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Words of Faith 12-31-19

Dr. Jeffrey D. Hoy © 2019

Faith Fellowship Church - Melbourne, FL

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[17] So if you consider me a partner, welcome him as you would welcome me. [18] If he has done you any wrong or owes you anything, charge it to me.   [19] I, Paul, am writing this with my own hand. I will pay it back--not to mention that you owe me your very self.  


     Paul finally made his request asking Philemon to welcome Onesimus the runaway slave “as you would welcome me,” as a partner. 

     We use the word partner in a lot of different ways.  If you go to square dance, you have a "partner" to whom you are told to bow or curtsy.  If you join another in a business endeavor, you may be a partner with that person.  An attorney may strive to “make partner” in the law firm they work for.

      The word Paul used can mean a companion, associate, or business partner. Still, it is more closely tied to the early concept of the fellowship of Christ.  The Greek word koinonia was used to describe the New Testament family of believers.  So, Paul was referring to the koinonia, the fellowship of Christ, or "communion" that we share in as believers. 

      When Paul said, "if you consider me a partner," he was speaking of the partnership of the Gospel, but he was also saying "if you consider me part of the fellowship of the Body of Christ and a partaker in the grace of Christ.”  Paul, a part of the Body?  Well, I should think so.

      Paul called upon Philemon to welcome Onesimus as if he were welcoming Paul himself.  If Philemon rejected Onesimus, it would be like rejecting the Apostle, his friend, fellow worker, brother, and partner. Such would, of course, be unthinkable.

      Paul was willing to put not only his influence, reputation, and friendship on the line for the sake of Onesimus.  He was also willing to pay any bill that might be owed for his theft.  This was truly inconsequential compared to the other commitments of himself that Paul had laid on the table.  But it was important.  Paul was willing to go beyond words and put his money where his mouth was. 

      For Paul, who had poured his very life and every penny into the ministry of the Gospel to offer to send payment in behalf of Onesimus and "charge it to my name" would have been humbling.  Having been part of Philemon's salvation, he owed Paul his very life.  The idea of holding a financial account in his name seemed ridiculous, but Paul was willing to go that far.  He even was sure to write this in his own hand so that the commitment could not be questioned.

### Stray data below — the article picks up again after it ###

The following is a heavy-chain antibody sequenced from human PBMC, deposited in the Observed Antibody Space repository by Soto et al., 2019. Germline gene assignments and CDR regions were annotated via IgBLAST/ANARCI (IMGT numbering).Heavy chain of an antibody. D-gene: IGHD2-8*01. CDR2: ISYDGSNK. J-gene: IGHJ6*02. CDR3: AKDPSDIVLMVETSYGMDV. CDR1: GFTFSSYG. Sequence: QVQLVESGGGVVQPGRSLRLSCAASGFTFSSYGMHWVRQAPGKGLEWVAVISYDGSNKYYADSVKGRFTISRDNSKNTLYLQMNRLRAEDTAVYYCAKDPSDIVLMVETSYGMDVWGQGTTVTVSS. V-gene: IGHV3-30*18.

There are two sides to this. 

      The partnership or koinonia of the Gospel is the most powerful of bonds between people.  There are times when we need to go more than the extra mile in standing up for a brother in Christ.  It may mean putting our influence and reputation on the line or even putting financial resources behind a person.  The fellowship of Christ is more important than financial constraints and earthly reputation. 

      There are also times when we need to recognize the partnership of the Body of Christ.  There are times when we are called to receive a believer on the reputation and recommendation of another partner in Christ and a financial matter should not get in the way of such fellowship.  This does not mean that legitimate debts should not be paid, but eternal matters always weigh heavier. 

       How are you doing in your partnership with the Body of Christ?  Are you ready to cast the weight of your influence behind another at the leading of God?  Are you willing to set aside the demands of earthly obligation to receive another?  Real partnership is much more than casual attendance or even official membership.


       Lord, teach me deeply about the koinonia of Christ.  Show me the depth of commitment that the early church shared in caring for one another and partnering for the sake of the Gospel.  In Jesus’ Name.


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The Words of Faith devotion is published five days a week by E-mail, and our website, and our church app, excluding Federal holidays. Please feel free to forward this devotion to a friend who might be blessed by this devotion. Unless otherwise noted, all Scripture is quoted from the New International Version (R) of The Holy Bible. Copyright (c) 1973, 1978, 1984 by International Bible Society. Used by permission of Zondervan Publishing House. All rights reserved. Words of Faith (c) 1997, 2010 Jeffrey D. Hoy. All rights reserved. Permission is granted to forward this copyrighted material or use portions of it with appropriate notation of the source for non-profit purposes.  

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